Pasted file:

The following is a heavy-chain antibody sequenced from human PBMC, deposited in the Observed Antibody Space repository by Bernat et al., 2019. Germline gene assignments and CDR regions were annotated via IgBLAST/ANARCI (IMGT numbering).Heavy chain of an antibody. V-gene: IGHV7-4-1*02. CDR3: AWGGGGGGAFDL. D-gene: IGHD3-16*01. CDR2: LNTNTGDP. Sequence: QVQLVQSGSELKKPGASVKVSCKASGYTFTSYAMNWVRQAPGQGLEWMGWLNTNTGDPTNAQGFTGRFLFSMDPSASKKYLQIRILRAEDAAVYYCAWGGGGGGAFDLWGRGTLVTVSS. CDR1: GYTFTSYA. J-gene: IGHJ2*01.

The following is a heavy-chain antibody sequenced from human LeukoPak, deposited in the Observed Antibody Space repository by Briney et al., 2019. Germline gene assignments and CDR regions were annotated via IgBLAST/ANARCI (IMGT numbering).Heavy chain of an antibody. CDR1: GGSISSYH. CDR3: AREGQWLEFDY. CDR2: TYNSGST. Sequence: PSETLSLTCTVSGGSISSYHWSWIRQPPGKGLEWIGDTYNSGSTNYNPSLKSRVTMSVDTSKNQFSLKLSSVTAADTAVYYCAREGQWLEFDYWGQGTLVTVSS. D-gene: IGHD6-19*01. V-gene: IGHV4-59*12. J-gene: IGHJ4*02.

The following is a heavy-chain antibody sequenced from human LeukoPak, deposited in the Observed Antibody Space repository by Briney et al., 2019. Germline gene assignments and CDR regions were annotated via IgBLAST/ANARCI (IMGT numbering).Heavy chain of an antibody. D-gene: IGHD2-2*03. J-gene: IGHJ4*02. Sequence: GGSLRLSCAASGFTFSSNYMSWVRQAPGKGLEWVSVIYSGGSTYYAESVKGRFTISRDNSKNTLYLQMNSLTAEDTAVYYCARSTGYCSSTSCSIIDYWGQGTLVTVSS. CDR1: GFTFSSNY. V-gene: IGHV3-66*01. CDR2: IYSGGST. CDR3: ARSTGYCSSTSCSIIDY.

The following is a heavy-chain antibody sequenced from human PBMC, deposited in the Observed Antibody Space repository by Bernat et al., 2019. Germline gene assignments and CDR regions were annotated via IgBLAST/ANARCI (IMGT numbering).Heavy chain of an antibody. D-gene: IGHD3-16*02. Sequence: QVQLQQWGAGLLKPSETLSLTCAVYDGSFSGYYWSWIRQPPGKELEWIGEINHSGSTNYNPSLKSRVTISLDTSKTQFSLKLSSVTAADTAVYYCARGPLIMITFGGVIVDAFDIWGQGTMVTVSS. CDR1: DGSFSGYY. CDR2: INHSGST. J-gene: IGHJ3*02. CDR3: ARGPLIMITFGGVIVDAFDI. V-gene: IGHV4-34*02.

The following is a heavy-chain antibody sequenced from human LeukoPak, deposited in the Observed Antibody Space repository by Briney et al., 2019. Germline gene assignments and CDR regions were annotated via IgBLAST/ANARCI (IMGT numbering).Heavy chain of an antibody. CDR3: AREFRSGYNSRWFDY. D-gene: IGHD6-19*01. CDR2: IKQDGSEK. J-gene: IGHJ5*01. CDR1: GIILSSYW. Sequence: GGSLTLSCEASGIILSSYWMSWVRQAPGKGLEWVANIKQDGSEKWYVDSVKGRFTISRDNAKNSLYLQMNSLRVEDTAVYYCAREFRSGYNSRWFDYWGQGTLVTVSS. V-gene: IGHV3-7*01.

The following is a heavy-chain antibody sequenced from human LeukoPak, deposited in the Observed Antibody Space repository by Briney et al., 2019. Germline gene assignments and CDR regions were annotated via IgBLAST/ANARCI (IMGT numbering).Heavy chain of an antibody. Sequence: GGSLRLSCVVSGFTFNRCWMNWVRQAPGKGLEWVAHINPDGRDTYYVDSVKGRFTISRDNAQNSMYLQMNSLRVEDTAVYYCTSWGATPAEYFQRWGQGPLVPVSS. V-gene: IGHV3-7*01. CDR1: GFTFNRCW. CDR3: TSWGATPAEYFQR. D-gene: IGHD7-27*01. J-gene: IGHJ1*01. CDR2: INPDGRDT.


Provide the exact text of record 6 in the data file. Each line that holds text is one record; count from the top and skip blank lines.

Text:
The following is a heavy-chain antibody sequenced from human LeukoPak, deposited in the Observed Antibody Space repository by Briney et al., 2019. Germline gene assignments and CDR regions were annotated via IgBLAST/ANARCI (IMGT numbering).Heavy chain of an antibody. Sequence: GGSLRLSCVVSGFTFNRCWMNWVRQAPGKGLEWVAHINPDGRDTYYVDSVKGRFTISRDNAQNSMYLQMNSLRVEDTAVYYCTSWGATPAEYFQRWGQGPLVPVSS. V-gene: IGHV3-7*01. CDR1: GFTFNRCW. CDR3: TSWGATPAEYFQR. D-gene: IGHD7-27*01. J-gene: IGHJ1*01. CDR2: INPDGRDT.